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Mayoral candidates talk town-gown relations at Northwestern-held forum

The+five+mayoral+candidates+stand+on+stage+at+a+forum+hosted+by+Northwestern+Thursday+evening.+The+candidates+emphasized+the+importance+of+keeping+town-gown+relations+intact.+
The five mayoral candidates stand on stage at a forum hosted by Northwestern Thursday evening. The candidates emphasized the importance of keeping town-gown relations intact.

The five mayoral candidates stand on stage at a forum hosted by Northwestern Thursday evening. The candidates emphasized the importance of keeping town-gown relations intact.

Katie Pach/Daily Senior Staffer

Katie Pach/Daily Senior Staffer

The five mayoral candidates stand on stage at a forum hosted by Northwestern Thursday evening. The candidates emphasized the importance of keeping town-gown relations intact.

Nora Shelly, City Editor

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Evanston’s five mayoral candidates all agreed Thursday night: maintaining open communication between the city and the University was essential.

“What this is is a marriage, and being married, I understand the most important thing we can do is to communicate your needs (to) both sides,” Ald. Brian Miller (9th) said of the relationship between Evanston and Northwestern. “There might be some hard conversations, but it’s what we need to do to keep our marriage right.”

All five candidates attended the forum, including Ald. Mark Tendam (6th), businessman Steve Hagerty, former Evanston Township supervisor Gary Gaspard and lawyer Jeff Smith (Weinberg ’77).

The candidates shared their view on town-gown relations and other issues at a forum hosted by President Morton Schapiro and other Northwestern officials Thursday evening. They emphasized the importance of taking advantage of what the University has to offer, such as student volunteers and opportunities for the city to benefit from industry experts employed by NU.

Alan Anderson, executive director of neighborhood and community relations for the University, said the forum was a chance for University officials to get to know the potential future mayors and vice versa.

“I was very pleased to hear the sense of optimism of all the candidates in terms of the relationship, and that feels good,” Anderson said.

Before the forum started, Schapiro emphasized the importance of a close working relationship between the mayor and the University.

“Everybody knows that I have had a very close personal relationship and working relationship (with Mayor Elizabeth Tisdahl),” he said. “If we work together nothing can stop us.”

The event was moderated by political science department chair Sara Monoson, who asked the candidates their views on improving education in the city, addressing economic development and community safety during the 90-minute forum.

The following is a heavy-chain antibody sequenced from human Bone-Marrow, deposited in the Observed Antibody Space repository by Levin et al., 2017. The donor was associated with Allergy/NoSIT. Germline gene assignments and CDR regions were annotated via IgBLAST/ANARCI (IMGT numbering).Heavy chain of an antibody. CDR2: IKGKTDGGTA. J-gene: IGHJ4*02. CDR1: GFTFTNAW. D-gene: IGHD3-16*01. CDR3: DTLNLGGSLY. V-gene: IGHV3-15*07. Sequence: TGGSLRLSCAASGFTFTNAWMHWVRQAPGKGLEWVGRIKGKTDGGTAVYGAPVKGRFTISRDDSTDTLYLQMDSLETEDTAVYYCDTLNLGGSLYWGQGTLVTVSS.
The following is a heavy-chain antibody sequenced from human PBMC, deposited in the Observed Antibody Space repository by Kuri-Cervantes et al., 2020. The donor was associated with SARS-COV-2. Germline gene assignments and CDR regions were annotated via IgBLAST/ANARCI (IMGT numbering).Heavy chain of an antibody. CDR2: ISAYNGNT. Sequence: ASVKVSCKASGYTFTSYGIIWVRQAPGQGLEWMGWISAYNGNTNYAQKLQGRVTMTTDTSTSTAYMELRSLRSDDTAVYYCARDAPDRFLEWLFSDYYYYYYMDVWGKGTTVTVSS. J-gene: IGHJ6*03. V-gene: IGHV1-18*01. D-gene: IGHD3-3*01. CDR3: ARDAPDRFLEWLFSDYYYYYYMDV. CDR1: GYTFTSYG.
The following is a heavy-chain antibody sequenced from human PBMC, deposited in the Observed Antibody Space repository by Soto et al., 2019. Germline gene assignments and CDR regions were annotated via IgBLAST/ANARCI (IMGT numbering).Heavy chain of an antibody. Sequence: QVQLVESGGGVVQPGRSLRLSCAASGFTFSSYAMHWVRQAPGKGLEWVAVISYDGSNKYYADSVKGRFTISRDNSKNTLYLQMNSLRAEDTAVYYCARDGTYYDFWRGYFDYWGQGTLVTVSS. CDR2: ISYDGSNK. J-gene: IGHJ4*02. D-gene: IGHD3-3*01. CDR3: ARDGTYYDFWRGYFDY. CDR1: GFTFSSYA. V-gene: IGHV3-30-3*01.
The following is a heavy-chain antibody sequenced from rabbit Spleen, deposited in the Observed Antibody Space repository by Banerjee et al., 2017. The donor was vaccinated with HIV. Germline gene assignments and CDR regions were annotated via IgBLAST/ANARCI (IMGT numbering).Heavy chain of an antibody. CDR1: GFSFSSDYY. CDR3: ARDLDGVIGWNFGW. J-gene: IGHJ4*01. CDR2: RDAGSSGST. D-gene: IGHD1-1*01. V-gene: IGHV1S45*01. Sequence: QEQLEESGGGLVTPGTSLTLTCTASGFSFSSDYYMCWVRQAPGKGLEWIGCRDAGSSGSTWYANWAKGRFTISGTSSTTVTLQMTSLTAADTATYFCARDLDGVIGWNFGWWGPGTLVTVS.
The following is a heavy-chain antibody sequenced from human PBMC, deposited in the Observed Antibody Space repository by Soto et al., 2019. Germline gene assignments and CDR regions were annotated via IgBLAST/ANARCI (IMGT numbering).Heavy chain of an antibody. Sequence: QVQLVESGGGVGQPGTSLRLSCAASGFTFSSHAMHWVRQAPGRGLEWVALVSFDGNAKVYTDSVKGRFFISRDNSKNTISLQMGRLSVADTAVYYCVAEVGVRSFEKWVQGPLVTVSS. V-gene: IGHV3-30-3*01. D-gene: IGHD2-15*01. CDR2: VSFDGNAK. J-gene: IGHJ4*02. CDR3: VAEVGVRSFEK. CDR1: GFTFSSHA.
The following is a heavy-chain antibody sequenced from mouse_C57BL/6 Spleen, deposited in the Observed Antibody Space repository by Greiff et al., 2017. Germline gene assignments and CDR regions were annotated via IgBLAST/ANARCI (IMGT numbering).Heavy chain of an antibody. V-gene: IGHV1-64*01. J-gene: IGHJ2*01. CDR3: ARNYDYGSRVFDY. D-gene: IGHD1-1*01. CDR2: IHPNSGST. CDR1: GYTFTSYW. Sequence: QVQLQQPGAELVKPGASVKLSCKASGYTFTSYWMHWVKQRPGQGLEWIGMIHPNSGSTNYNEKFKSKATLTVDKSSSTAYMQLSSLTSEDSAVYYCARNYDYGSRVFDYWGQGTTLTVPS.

Several candidates voiced support for a referendum the Evanston/Skokie District 65 School Board voted to put on the April ballots that would raise property taxes in the city to address a multi-million dollar deficit.

If the referendum was voted down by Evanston residents, it would hurt minority students the most, Gaspard said.

“I will do whatever I can to help the kids,” he said.

Other candidates also emphasized the importance of closing the achievement gap between white students and students of color. Hagerty said that while the mayor has little power over the school districts, they can help coordinate efforts.

“What can we do to close that gap? I think we can have a mayor that can work with all the silos in town,” he said.

Hagerty also said he would focus on economic development as a way to grow the tax base and increase tax-based funding for schools.

Tendam said he would focus on improving city resources for youth, such as upgrading the Evanston’s park programming and coordinating joint programs between the city’s institutions. The city may need to “think out of the box” to address the issue, he said.

“We are (one of) the smartest and best-educated communities in America, and we can make our schools systems equally as smart,” he said.

The candidates were also asked about what they would do to foster economic development in the city. Gaspard said he would focus on development in the 5th Ward by creating a tax increment financing district there and push for job creation programs.

Other candidates agreed businesses should be well-informed of the “unique character” of Evanston before moving, and the city should seek out businesses that would fit well within the community.

“Evanston is not going to bring a steel mill back here, orange crush and tinker toys aren’t coming back to Evanston,” Smith said. “Having a sense of history makes a real difference, gives us a sense of what Evanston can do.”

The mayoral primary election is scheduled for Feb. 28.

Email: norashelly2019@u.northwestern.edu
Twitter: @noracshelly

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